When you go to a game or a show, you’re bound to see a lot of phones out for ticket scanners. While some sports and entertainment fans have hung on to the idea of the ticket stub as a memento, most have embraced digitally delivered tickets for several years now. Of course, digitally delivered in many cases still meant that you could print out those tickets, but teams and venues are now making mobile tickets truly mobile.
Ticketmaster had found that marquee NFL matchups could have over 400 cases of ticket fraud. According to SportTechie, teams had issues with PDF versions of tickets—after all, it’s pretty easy to either make several copies of one ticket, or buy a lower-level ticket to get in, and then show a copy of a club-level ticket when trying to get into a section. Ticketmaster decided to partner with the Dallas Cowboys to see what would happen if the printed option was totally off the table; they saw fraud “significantly decrease.”
Since then, teams across leagues have followed suit to varying degrees:
Battling lines and the resale market
Fraud may be the number one reason for the shift away from physical tickets, but it’s not the only one. As the president of Ticketmaster, Jared Smith, put it, “There is also a much better understanding of who is in the venue and who your fans are with mobile adoption.” After all, a PDF is simple to transfer via StubHub or Craigslist, and if that happens, the venue has no idea who’s in the seat. In a $5 billion ticket resale market, that’s a lot of unknown fans. Mobile ticket transfers typically require at least three pieces of information: First name, last name, and email address.
That’s enough to reach out to someone, but leaves a lot of questions like how old they are, where they live, etc., which a venue would have if the ticket was purchased directly. Because of this gap, organizations like Turner Sports and Brooklyn Sports and Entertainment seek out data-collection opportunities to uncover fans at live events. This can be a personality quiz, a digital scratch-off, or a simple legal waiver that can gather hundreds of data points using social authentication. Even if the event-goer buys tickets directly from the venue, these data-collection opportunities can collect otherwise hidden data, like affinities for sponsoring brands, visiting opponents, or artists that may be playing at the venue.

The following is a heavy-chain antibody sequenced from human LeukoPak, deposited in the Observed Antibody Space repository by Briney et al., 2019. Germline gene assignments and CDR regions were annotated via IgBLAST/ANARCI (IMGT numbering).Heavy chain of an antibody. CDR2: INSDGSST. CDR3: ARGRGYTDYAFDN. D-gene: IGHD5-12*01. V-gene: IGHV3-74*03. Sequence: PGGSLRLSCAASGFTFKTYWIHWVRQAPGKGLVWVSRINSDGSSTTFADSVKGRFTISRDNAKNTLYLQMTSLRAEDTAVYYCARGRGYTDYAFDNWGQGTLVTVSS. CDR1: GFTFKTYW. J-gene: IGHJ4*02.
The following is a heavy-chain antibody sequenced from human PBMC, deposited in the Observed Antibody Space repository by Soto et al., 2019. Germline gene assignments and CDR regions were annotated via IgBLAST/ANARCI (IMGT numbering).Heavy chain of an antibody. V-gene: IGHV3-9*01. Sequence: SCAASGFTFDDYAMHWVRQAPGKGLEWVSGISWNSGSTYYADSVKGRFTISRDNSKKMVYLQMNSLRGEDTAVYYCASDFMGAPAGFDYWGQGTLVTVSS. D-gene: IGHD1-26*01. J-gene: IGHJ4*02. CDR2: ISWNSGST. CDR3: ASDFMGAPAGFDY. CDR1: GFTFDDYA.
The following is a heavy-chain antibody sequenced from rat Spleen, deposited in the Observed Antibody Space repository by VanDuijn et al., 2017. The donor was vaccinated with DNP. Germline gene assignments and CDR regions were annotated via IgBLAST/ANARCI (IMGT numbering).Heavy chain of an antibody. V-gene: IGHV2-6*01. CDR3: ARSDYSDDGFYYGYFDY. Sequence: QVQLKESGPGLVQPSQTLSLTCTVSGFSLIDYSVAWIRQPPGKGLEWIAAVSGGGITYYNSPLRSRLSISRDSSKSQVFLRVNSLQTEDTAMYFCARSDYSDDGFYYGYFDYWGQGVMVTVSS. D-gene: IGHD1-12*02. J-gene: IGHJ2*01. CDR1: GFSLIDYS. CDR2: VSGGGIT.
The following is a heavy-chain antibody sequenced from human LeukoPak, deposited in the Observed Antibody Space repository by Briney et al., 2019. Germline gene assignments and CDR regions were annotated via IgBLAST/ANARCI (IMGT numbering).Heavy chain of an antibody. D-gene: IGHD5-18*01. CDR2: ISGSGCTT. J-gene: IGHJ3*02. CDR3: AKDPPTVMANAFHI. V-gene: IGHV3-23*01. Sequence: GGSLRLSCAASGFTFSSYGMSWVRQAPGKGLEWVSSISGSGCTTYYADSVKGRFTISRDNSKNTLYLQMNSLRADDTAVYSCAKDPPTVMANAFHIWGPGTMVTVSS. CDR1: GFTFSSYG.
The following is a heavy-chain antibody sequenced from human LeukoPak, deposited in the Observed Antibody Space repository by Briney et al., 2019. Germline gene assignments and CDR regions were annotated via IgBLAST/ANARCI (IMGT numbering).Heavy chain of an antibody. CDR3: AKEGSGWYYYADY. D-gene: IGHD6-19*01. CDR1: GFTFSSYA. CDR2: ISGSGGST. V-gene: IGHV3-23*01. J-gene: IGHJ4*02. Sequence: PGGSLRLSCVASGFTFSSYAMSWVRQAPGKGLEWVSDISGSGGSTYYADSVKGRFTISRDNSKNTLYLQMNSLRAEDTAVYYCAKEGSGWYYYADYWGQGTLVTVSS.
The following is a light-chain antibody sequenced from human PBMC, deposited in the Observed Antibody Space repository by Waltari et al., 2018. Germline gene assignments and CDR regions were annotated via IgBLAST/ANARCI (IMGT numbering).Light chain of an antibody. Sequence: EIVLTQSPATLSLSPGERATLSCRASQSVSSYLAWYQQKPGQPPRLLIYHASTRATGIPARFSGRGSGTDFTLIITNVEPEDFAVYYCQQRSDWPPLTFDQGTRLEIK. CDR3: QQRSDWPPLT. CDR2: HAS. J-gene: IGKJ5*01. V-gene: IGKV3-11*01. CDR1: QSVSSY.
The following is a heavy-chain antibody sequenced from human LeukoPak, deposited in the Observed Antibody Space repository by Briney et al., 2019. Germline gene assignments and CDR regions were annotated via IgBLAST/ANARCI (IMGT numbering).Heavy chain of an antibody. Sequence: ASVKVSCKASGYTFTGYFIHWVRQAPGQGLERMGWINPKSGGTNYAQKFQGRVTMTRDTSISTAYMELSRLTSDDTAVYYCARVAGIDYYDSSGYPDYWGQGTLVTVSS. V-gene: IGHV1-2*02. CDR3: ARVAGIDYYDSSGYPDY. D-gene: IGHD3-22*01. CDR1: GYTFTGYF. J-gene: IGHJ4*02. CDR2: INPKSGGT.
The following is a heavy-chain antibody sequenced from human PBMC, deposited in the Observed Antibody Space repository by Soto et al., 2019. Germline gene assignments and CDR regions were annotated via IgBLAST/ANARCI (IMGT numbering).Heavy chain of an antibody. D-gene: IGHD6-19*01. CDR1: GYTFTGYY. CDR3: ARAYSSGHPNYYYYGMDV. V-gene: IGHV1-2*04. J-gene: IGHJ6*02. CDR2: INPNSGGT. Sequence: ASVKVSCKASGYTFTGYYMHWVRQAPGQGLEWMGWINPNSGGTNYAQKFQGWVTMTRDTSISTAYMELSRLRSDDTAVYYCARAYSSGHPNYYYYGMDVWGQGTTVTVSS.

Aside from a data-collection opportunity and less fraud, the Cowboys told Sports Illustrated that they saw smoother ingress and a “morale boost in the box office.”
A better fan experience with mobile
And what about the fan? Teams have pointed to several major benefits. Though older fans may resist the move away from physical tickets, mobile has a major convenience factor for most fans tethered to their smartphones. This isn’t just in not having to remember to bring the ticket, but things like lines moving faster because of a standardized ticket and no issues of a printout already having been used.
Like personality quizzes and in-venue sweepstakes, mobile tickets can also offer another way to engage fans on gameday. The Miami Heat, for example, incorporate their mobile ticketing system into their Heat app, which also includes exclusive content, contests, and exclusive offers. With data from mobile tickets and other activations, teams and venues can increasingly personalize the experience with highly targeted content. That can be before, during, or after the game to get those fans back in the venue.
Is it time for your venue to move to mobile-only? The Cowboys are certainly a success story, going from 3% of fans entering with mobile up to 80% of single-game ticket holders, and we’ll soon find out how these initiatives go for teams like the Canadiens and the Heat.
What about those who don’t want to rely on smartphones (or are still using flip phones)? Teams are adding an asterisk to “mobile-only.” The Heat, for example, states, “If a fan does not have access to any kind of smartphone...They will need to bring a valid ID with the name on the account. We’ll accommodate all guests with a valid ticket, of course.”
At the end of the day, it has to go back to the fans. David Haggith, a spokesperson for the Maple Leafs told USA Today: "We're taking a measured approach, watching the landscape and how it affects our fans. Whatever we do about hard ticket stock will be after a conversation we're having with our fans.”